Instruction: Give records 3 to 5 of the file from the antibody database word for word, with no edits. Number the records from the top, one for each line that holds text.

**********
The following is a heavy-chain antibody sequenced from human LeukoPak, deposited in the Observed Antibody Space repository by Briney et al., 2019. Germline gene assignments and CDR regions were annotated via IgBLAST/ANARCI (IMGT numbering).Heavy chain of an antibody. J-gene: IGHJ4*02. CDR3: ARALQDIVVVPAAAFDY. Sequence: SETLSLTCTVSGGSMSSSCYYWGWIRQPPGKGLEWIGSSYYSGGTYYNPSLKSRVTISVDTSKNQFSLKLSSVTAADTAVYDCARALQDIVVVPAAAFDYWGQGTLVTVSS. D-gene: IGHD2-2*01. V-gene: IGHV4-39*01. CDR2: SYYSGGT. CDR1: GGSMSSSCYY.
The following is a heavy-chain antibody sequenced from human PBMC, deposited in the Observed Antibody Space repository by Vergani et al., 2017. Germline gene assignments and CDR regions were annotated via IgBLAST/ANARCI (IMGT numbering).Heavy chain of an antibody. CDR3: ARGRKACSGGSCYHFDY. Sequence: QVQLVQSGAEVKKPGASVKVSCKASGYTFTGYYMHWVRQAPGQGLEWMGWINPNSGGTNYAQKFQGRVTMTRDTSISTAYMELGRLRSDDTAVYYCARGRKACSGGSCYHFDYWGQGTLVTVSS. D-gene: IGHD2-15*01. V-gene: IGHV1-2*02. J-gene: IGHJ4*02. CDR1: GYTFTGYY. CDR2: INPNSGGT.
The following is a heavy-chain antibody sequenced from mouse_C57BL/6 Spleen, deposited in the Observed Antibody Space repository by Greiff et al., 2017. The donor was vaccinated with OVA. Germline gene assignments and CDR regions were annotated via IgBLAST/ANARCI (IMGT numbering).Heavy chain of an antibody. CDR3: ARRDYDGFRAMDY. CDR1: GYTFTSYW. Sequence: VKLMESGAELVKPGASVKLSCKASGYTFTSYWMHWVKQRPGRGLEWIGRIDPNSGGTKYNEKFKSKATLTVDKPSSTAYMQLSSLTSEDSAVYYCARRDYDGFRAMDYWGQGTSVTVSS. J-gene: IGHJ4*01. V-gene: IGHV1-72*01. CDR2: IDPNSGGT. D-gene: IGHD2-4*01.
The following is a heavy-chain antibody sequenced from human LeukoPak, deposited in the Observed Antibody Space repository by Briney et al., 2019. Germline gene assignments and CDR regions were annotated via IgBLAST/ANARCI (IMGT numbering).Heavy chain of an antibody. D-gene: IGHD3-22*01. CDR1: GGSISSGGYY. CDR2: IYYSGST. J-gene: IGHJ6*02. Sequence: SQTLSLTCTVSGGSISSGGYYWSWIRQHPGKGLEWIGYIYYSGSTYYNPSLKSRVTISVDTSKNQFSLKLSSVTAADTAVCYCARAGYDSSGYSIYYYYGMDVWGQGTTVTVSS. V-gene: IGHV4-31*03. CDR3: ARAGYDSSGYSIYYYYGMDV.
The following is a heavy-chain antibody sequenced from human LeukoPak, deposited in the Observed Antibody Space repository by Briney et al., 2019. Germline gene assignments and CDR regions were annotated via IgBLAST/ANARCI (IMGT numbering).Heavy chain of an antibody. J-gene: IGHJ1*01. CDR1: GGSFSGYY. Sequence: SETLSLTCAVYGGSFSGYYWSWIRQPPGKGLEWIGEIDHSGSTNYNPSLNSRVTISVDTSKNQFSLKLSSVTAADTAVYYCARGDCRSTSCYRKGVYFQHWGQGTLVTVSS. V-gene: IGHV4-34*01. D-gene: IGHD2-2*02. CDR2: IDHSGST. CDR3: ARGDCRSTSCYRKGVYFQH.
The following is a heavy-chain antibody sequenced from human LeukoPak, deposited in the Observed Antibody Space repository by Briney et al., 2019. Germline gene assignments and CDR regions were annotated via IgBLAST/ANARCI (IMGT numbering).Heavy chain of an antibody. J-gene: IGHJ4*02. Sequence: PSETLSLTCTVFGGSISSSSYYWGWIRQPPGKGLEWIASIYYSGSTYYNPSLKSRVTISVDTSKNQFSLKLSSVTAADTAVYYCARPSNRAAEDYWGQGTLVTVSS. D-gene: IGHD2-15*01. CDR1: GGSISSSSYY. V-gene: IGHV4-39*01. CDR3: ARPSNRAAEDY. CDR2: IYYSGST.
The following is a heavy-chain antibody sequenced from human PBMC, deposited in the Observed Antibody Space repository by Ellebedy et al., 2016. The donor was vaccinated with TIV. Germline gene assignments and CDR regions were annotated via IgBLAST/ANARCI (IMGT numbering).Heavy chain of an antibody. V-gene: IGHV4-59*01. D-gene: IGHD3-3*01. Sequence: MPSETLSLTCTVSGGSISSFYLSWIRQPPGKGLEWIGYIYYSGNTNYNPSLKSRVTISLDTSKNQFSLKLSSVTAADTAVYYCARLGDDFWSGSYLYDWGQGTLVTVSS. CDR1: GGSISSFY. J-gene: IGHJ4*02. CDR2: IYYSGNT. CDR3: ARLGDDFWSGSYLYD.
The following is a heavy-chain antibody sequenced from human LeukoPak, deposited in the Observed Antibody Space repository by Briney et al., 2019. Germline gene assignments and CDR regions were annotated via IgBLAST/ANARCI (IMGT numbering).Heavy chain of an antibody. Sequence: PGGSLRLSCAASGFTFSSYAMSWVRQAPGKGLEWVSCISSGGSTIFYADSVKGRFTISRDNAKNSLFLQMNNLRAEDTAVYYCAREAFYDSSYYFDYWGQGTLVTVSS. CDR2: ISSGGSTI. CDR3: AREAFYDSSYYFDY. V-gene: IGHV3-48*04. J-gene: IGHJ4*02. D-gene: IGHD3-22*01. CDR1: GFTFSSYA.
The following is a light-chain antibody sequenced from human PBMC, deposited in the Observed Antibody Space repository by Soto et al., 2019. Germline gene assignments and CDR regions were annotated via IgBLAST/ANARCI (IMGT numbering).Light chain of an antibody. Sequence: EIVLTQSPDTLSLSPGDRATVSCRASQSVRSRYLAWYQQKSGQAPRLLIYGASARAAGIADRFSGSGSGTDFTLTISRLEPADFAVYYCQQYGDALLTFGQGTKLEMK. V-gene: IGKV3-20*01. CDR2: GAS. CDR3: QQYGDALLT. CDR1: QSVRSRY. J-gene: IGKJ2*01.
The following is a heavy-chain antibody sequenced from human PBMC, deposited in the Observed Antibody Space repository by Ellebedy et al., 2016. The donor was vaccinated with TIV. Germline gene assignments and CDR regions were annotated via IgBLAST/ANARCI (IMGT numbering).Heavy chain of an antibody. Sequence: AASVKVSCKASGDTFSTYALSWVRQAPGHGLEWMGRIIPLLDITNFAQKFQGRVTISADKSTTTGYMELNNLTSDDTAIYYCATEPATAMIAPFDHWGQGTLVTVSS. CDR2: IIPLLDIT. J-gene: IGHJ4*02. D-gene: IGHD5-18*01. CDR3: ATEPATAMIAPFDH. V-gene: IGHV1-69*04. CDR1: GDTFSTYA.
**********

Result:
The following is a heavy-chain antibody sequenced from mouse_C57BL/6 Spleen, deposited in the Observed Antibody Space repository by Greiff et al., 2017. The donor was vaccinated with OVA. Germline gene assignments and CDR regions were annotated via IgBLAST/ANARCI (IMGT numbering).Heavy chain of an antibody. CDR3: ARRDYDGFRAMDY. CDR1: GYTFTSYW. Sequence: VKLMESGAELVKPGASVKLSCKASGYTFTSYWMHWVKQRPGRGLEWIGRIDPNSGGTKYNEKFKSKATLTVDKPSSTAYMQLSSLTSEDSAVYYCARRDYDGFRAMDYWGQGTSVTVSS. J-gene: IGHJ4*01. V-gene: IGHV1-72*01. CDR2: IDPNSGGT. D-gene: IGHD2-4*01.
The following is a heavy-chain antibody sequenced from human LeukoPak, deposited in the Observed Antibody Space repository by Briney et al., 2019. Germline gene assignments and CDR regions were annotated via IgBLAST/ANARCI (IMGT numbering).Heavy chain of an antibody. D-gene: IGHD3-22*01. CDR1: GGSISSGGYY. CDR2: IYYSGST. J-gene: IGHJ6*02. Sequence: SQTLSLTCTVSGGSISSGGYYWSWIRQHPGKGLEWIGYIYYSGSTYYNPSLKSRVTISVDTSKNQFSLKLSSVTAADTAVCYCARAGYDSSGYSIYYYYGMDVWGQGTTVTVSS. V-gene: IGHV4-31*03. CDR3: ARAGYDSSGYSIYYYYGMDV.
The following is a heavy-chain antibody sequenced from human LeukoPak, deposited in the Observed Antibody Space repository by Briney et al., 2019. Germline gene assignments and CDR regions were annotated via IgBLAST/ANARCI (IMGT numbering).Heavy chain of an antibody. J-gene: IGHJ1*01. CDR1: GGSFSGYY. Sequence: SETLSLTCAVYGGSFSGYYWSWIRQPPGKGLEWIGEIDHSGSTNYNPSLNSRVTISVDTSKNQFSLKLSSVTAADTAVYYCARGDCRSTSCYRKGVYFQHWGQGTLVTVSS. V-gene: IGHV4-34*01. D-gene: IGHD2-2*02. CDR2: IDHSGST. CDR3: ARGDCRSTSCYRKGVYFQH.